|MONCTON, NB – Fisheries and Oceans Canada (DFO) is working with marine mammal experts, scientists, and fishery officers from across Atlantic Canada to determine what has caused the recent deaths of several rare North Atlantic Right whales in eastern Canada.|
At least five dead Right whales have been seen recently in the Gulf of St. Lawrence. This situation is very concerning. The cause of death is unknown at this time and DFO is committed to finding out what happened to these animals and to protecting this species.
The North Atlantic Right whale is an endangered species in Canada. It is protected under the Canadian Species at Risk Act and the US Marine Mammal Protection Act. The global population is estimated at approximately 500.
On Saturday, DFO dispatched aerial surveillance planes and Canadian Coast Guard vessels in order to locate, tag and take samples from the whales. To date, satellite tags have been placed on two of the dead whales to track their movement in the water. Extensive samples have been taken from one dead whale including skin, blubber, fecal matter and muscle tissue.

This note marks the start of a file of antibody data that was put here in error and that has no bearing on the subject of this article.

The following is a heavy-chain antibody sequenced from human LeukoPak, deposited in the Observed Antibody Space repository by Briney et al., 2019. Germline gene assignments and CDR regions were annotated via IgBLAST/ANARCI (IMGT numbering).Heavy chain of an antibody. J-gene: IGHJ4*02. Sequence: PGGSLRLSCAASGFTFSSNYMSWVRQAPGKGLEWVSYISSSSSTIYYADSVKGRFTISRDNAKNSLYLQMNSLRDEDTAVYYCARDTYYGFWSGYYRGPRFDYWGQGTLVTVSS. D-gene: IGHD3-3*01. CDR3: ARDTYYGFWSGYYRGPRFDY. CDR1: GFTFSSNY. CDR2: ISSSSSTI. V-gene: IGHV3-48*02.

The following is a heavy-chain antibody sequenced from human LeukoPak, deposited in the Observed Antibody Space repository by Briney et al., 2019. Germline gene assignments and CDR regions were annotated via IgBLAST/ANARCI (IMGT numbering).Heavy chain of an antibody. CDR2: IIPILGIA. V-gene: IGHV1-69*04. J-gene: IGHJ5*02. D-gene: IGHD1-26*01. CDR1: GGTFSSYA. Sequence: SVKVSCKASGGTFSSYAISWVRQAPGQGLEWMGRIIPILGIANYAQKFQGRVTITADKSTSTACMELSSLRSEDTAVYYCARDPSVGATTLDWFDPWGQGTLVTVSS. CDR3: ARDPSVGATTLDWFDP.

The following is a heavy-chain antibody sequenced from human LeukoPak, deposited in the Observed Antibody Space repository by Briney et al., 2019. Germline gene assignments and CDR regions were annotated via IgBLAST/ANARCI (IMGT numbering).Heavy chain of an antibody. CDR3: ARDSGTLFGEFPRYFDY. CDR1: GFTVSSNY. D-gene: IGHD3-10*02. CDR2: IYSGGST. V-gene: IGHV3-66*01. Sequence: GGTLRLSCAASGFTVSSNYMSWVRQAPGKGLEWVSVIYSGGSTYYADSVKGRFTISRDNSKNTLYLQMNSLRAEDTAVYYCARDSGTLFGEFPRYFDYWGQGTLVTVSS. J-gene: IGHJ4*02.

DFO is also looking at the possibility of towing at least one of the carcasses to a location where a necropsy would be conducted.
The priority is to determine why these rare, majestic animals have died. Considering their small population, DFO is committed to doing everything possible to understand what happened to these whales so that preventable whale deaths can be avoided in the future.
DFO has reached out for assistance from a broad range of expertise from the Marine Animal Response Society, the Canadian Whale Institute and wildlife pathology veterinarians from the Atlantic Veterinary College and the Canadian Wildlife Health Cooperative to find answers. DFO is also working with partners including Transport Canada, Environment and Climate Change Canada, the USA’s National Oceanic Atmospheric Administration (NOAA) (as this is a cross border issue) and commercial area fishermen.
To report dead, injured or entangled marine mammals call the Marine Animal Response Society at 1-866-567-6277 as soon as possible.